Secondly, it is well known that AD is often associated with asthma, allergic rhinoconjunctivitis and nasal polyposis, eosinophilic esophagitis or phenotypically can also appear as prurigo nodularis. For the treatment of all of these, dupilumab has been proved to be effective (Table 1), as well as in AD1. Thus, all mentioned AD related comorbidities, if present, should be taken into account when making a decision, being dupilumab so far the leading option. While tralokinumab failed to demonstrate efficacy for asthma in clinical trials, other biologic drugs have not been studied for these indications, so their utility for these indications cannot be denied. Likewise, patients with concomitant inflammatory diseases such as rheumatoid or psoriatic arthritis, ankylosing spondylitis, ulcerative colitis or alopecia areata can benefit from treatment with specific iJAKs, as some of them are already licensed for some of these indications.3–5 It is true in the case of an adult without any cardiovascular risk factor, severe renal or hepatic impairment, history of malignancy or cytopenia, all available treatments could be an option; and AD patients are mostly young, without any accompanying diseases and unmedicated. As said before, comorbidities should be kept in mind. 

Additionally, in the case where all treatment options could be used, the dermatologist’s criteria and the patient’s characteristics and needs will lead to the choice of the drug. For example, in the case when a rapid response or pruritus relief would be needed, an iJAK could be a preferred option;3–5 while to avoid analytical monitoring or in the presence of any risk factors, anti-IL4/IL13 or anti-IL13 drugs would be the leading option.2,6 In our opinion, needle phobia, though it may be taken into account, might not be relevant enough to be included in a treatment algorithm.

Lastly, the proposed algorithm obviously excludes the use of iJAKs during pregnancy. Nevertheless, these can be used safely prior to conception, as long as a washout period of one week for baricitinib and four weeks for upadacitinib and abrocitinib is observed.3–5 Additionally, pregnancy in women under 18 years old is an scenario that is also plausible and must be beheld. Dupilumab, though it has no assigned category for pregnancy, has proved to be safe in some reported cases, while the same profile of security for tralokinumab during pregnancy could be assumed.2,6 

We would also like to note that it might be early and risky to talk about efficacy when comparing different clinical trials, as it is well known that there are always methodological differences between them, regarding e.g. length and follow-up during studies, responding criteria or characteristics of the patients included. Indeed, only two head-to-head clinical trials have been carried out so far: JARE DARE (abrocitinib vs dupilumab) and HEADS UP (upadacitinib vs dupilumab). Therefore, we have little comparative data of efficacy regarding these new treatments, and a lack of efficacy and safety data for most of them (except for dupilumab) in real clinical practice.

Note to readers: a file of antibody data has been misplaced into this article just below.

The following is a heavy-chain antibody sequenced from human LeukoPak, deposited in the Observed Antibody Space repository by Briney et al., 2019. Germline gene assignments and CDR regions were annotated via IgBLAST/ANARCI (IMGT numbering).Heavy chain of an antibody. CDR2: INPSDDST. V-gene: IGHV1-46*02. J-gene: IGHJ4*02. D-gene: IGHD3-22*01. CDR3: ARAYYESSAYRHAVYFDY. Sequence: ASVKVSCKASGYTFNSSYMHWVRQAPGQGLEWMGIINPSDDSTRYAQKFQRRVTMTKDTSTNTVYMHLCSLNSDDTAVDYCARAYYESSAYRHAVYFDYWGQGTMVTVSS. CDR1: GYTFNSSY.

As a result, we hereby propose a modified summary and algorithm (Table 1 and Figure 1) to assist dermatologists in the choice of an AD treatment, taking into account every aspect highlighted by the authors of the annotated manuscript, as well as our remarks discussed above.

With regard,

Miguel Recio-Monescillo, MD; Araceli Sánchez Gilo, PhD; and Rubén García-Castro, PhD

Affiliations. Drs. García-Castro and Recio-Monescillo are with the Dermatology Department at Hospital Universitario Fundación Jiménez Díaz in Madrid, Spain. Dr. Sánchez Gilo is with the Dermatology Department at Hospital Universitario Rey Juan Carlos in Móstoles, Madrid, Spain.

Funding. No funding was provided for this article.

Disclosures. The authors report no conflicts of interest relevant to the content of this article.


  1. Haque A, Ahmed F, Amanullah A. Atopic Dermatitis Therapeutic Algorithm of JAK-Inhibitors and IL-4/IL-13 Antagonists Utilizing Patient Profiles and Drug Efficacy. J Clin Aesthet Dermatol. 2023;16(2):11-13.
  2. Sanofi-Aventis. 2017. Dupixent 300 mg solution for injection in pre-filled syringe: Dupixent INN-Dupilumab. Deutschland.
  3. AbbVie. 2022. Rinvoq 15/30/45 mg extended release pills: Rinvoq INN-Upadicitinib. United States of America.
  4. Pfizer. 2022. Cibinqo 50/100/200 mg film-coated pills: Cibinqo INN-Abrocitinib. Belgium.
  5. Eli Lilly. 2021. Olumiant 2/4 mg film-coated pills: Olumiant INN-Baricitinib. Netherlands.
  6. LEO Pharma. 2022. Adtralza 150 mg solution for injection in pre-filled siringe: Adtralza INN-Tra